The State of Qatar affirmed its belief that the promotion and protection of human rights which include the expatriate workers’ rights, which is a strategic choice and the backbone of the comprehensive constitutional, economic, social and cultural reform policy of the State. The Ministry of Labour and Social Affairs (MOLSA) said yesterday in a statement that it appreciates the work and effort involved in this latest report on Qatar by Amnesty International, adding that it disagrees with a number of its claims.
Significant changes have been made over the last year to improve the rights and conditions of expatriate workers, the statement said.
MOLSA has launched the Wage Protection System (WPS), an electronic payment system to ensure wages are paid on time. It has also strengthened the capacity of labour inspectors, which today total 294, with the aim of reaching 400 by the end of 2015. Last year there were 51,000 inspection visits made using GPS systems, and appropriate technology has also been provided to ensure inspection reports can be instantly filed electronically. MOLSA has continued to clamp down on companies and recruitment offices breaking our laws with fines and penalties. Those recruitment offices outside the boarders of Qatar who exploit and violate our laws have been banned to recruit for companies and recruitment offices within Qatar.
New accommodation for more than a quarter of a million workers is being built across Qatar, to the highest standards. MOLSA has also installed new electronic complaints systems, in seven languages throughout the country to ensure that all complaints reach the ministry electronically. Furthermore any complaints from Nepalese workers unable to return home to their families would be treated with the utmost respect and urgency.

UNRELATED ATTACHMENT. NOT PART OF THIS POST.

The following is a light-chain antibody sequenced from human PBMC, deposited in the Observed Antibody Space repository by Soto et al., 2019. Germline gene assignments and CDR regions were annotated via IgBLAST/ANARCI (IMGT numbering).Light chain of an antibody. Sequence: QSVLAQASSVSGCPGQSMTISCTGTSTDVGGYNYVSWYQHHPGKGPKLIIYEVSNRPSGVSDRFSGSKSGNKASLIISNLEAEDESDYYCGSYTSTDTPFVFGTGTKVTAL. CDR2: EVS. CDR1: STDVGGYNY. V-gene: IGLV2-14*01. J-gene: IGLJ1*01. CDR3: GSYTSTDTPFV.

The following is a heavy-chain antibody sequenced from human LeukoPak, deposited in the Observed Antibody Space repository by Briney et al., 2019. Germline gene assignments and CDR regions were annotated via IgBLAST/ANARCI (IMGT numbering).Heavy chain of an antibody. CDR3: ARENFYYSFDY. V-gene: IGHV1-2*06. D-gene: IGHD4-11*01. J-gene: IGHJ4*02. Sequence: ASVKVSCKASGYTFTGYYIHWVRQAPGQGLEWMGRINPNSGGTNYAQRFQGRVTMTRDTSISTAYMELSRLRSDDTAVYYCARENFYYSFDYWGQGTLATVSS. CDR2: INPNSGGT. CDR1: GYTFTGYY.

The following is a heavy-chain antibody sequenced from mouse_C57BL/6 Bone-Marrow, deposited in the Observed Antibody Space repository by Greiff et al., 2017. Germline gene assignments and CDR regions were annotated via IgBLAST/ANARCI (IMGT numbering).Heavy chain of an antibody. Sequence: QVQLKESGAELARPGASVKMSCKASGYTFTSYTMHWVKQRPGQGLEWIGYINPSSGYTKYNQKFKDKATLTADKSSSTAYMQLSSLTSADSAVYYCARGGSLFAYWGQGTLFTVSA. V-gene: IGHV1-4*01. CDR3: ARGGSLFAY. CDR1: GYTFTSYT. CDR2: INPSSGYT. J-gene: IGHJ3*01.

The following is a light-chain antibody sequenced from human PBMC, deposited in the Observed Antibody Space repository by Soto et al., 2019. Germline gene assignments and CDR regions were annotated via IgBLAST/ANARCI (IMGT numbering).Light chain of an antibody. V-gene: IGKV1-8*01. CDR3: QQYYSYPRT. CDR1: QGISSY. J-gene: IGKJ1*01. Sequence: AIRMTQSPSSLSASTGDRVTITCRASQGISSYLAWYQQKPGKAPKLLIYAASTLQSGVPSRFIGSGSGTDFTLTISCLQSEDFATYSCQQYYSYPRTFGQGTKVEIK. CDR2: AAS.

The statement added that the majority of workers who come to Qatar earn considerably more than they would at home, collectively transferring more than $12bn (in 2014) in wages back to their home economies. For those who suffer poor treatment, MOLSA works to ensure that they receive all the support they need to improve their situation and that any company mistreating workers is sanctioned. Regretfully, some reports fail to outline this progress and do not provide a full picture of the issue.
This issue is not only the concern of the Gulf region but also of many other countries. We are all dealing with the unique challenges brought about by rapid economic growth and the high population of expatriate workers seeking better opportunities. Qatar aims to be a regional leader, driving change and improvement of standards across the region, the statement said.
MOLSA has always welcomed and been open to a range of viewpoints and ideas. No one should be in any doubt that we are committed to effective and sustainable change. MOLSA will continue working closely with NGOs, international organisations and the business community to deliver this commitment.